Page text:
– Intense feeling of hunger
– Difficulty speaking
Next as your blood sugar continues falling to 2.8-3 mmol/L and below, you get symptoms (neuroglycopenic) relating to starvation of the brain. At this point symptoms will include
– Being incoherent/ talking nonsense
Obviously, none of these sound great. So what can you do about it?
A Few Ounces of Prevention
If you haven’t been exercising, the most ideal introduction would be to enquire at your hospital about their diabetes exercise programs. Depending on the institution, you may have a choice of introductory classes, ongoing classes, or even individual exercise consults and training.
Stage 1: Screening and assessment for any contraindications to exercise. This is especially important if you have concurrent health problems, such as high blood pressure, heart problems, and musculoskeletal injuries.
Stage 2: Start exercise with blood sugar monitoring. We want to establish a baseline picture of how your blood sugar reacts to a large number of variables, such as exercise type, intensity and duration.
Stage 3: Once you understand how your body sugar level responds to different exercise situations, and your exercise professionals deem you safe to exercise independently, you should be able to continue on your own! At this stage, you simply need a periodic consult with your clinical exercise professional to check on your progress and ask questions that might arise as you exercise.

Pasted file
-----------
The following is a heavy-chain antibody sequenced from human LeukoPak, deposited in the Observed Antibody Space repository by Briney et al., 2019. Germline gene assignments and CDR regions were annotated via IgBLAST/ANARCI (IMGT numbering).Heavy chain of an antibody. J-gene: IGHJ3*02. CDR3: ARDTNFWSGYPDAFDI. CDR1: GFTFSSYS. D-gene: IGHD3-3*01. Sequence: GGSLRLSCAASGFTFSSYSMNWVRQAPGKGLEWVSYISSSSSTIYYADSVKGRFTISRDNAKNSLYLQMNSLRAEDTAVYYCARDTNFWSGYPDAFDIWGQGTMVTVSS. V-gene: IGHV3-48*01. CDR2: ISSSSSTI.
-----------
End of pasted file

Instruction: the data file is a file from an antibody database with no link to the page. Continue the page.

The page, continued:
If you have already started exercising without assistance and you don’t intend to do so, you should at least be aware of some guidelines for diabetic exercisers.
1. Always stay alert to symptoms of hypoglycaemia as explained above
2. Check with your doctor when you should exercise. This cannot be too close to taking blood sugar lowering medication or insulin, as the combination with exercise is likely to lower your blood sugar levels quite a bit, increasing your risk of a hypoglycaemic episode.
3. Drink water throughout the day and also during exercise. Being dehydrated concentrates your blood sugar and they will rise (per unit volume of blood)
4. Invest in a glucometer. Take your blood glucose reading before and after exercise, especially if you’ve decided to increase your exercise duration or intensity for the first time.
– Before exercise: < 5.5mmol/l, take a carbohydrate snack
– After exercise: < 4mmol/l, take a carbohydrate snack
5. Always have quick-acting carbohydrate with you in case you need it. In the clinic we often have a Yeo’s packet drink and follow the 15-15 Rule: if blood sugar drops too low, 15g of quick-acting glucose, followed by another blood sugar reading 15min later to see if blood sugar has risen to safer levels.
6. Wear a medical ID tag. Touch wood, but in case you’re exercising alone and something unfortunate happens, an ID tag stating your condition can save the medical team valuable time and help them with the right treatment. A contact number of someone close should be included as well.
7. Check your feet daily, and also before and after exercise. Look out for cuts, blisters, redness or other abnormal signs. Consult your doctor or podiatrist if you find any.
8. If you have been diagnosed with diabetic retinopathy, you must consult your doctor before starting to exercise, increasing your exercise intensity, or adopting positions that can put too much pressure on the retinal vessels (your doctor or optometrist should advise you more specifically)
So there you have it. A basic guide to exercising with diabetes. Remember, things don’t end because you have diabetes. In fact if you make conscious lifestyle improvements because you have diabetes, you might find that the net benefit far outweigh any cost. It could, in fact, be the beginning
Good luck on your journey!